10) Medium size weekly newspaper:
This publication’s Web operation is handled by one person, who doubles up with other print responsibilities at a salary of $37,000.

11) Small weekly:
This newspaper Web service is a one-person operation, with that individual having print responsibilities as well. $21,000 a year was allotted in the online budget to pay the salary of that individual’s time spent on new media work.

12) Medium size newspaper (outside North America):
Unfortunately, I received only one response from outside North America. This paper employs a staff of three supporting the online operation. An online editor earns $650 a month; an assistant editor about $600 a month; and freelancers earn $50 a month for limited work.

I also received some replies from online-only news companies (no print component to their services):

13) Online news operation:
This company employs several editors, who earn from $30,000 a year for the top position to $23,000 for associate editors. Their responsibilities involve classifying of news primarily, rather than originating content.

14) Online specialty news operation:
This company’s Web news operation covers a specific industry, and employs expert practitioners in the field as well as non-expert journalists. Reporters earn $25,000 to $37,000 a year, while online editors who are experts in the field receive $36,000 to $55,000. Management-level editors are paid $42,000 to $62,000 annually.

15) Online content production house
This company pays salaries ranging from $100,000 for the top executive; to $75,000 for the top editor; $60,000 for an executive producer; $27,500 to $35,000 for producer positions and about $5,000 less than that for associate producers.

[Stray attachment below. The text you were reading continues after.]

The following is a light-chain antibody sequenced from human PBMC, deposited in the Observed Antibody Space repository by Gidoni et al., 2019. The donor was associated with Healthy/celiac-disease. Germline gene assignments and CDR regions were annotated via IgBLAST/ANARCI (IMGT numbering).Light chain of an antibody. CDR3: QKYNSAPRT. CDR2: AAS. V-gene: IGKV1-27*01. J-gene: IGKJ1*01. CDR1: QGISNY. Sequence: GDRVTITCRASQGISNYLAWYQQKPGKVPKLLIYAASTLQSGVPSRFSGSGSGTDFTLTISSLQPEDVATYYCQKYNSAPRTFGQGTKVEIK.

Obviously, this is an informal survey, not to be taken too seriously. I did not hear from some of the largest newspapers, nor from any in Europe, Asia, Australia, Latin America, etc. Still, it’s interesting information, and I want to thank those who responded to my query for responding. Many publishers are loathe to release salary figures, so thanks to those who did for providing a service to the rest of the interactive publishing business.

So, how does your salary compare?

PrivNet responds

James Howard, CEO of PrivNet, author of the ad-filtering software Internet Fast Forward, had a few extra points and clarifications about his product, which I wrote about last week:

“1) Filter databases are currently updateable automatically by the client software via the network, by either a manual selection of the ‘update database’ button or by selection of a time interval. (Every day, every three days, etc.)

“2) The ‘Ads Bounty’ program has been discontinued, due to our development of more sophisticated and reliable means of cataloging advertisements. And yes, in the early days, we had our share of practical jokers who submitted non-advertisements.

“3) IFF has many features that appeal to users who don’t wish to block advertisements. It can also filter cookies, blinking text, animated GIFs, Java animations, and any particular image a user doesn’t want to see. In addition, it adds functionality to the ‘Net Search’ button by allowing the user to quickly view all the major search engines, totally bypassing the Netscape ‘Net Search’ page.”

By the way, you can still join an online conversation about ad filtering software on Editor & Publisher Interactive’s new NetThread discussion area. Check it out.

Contact: James Howard, james@privnet.com

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This column is written by Steve Outing and underwritten by Editor & Publisher magazine. Tips, letters and feedback can be sent to Steve at outings@netcom.com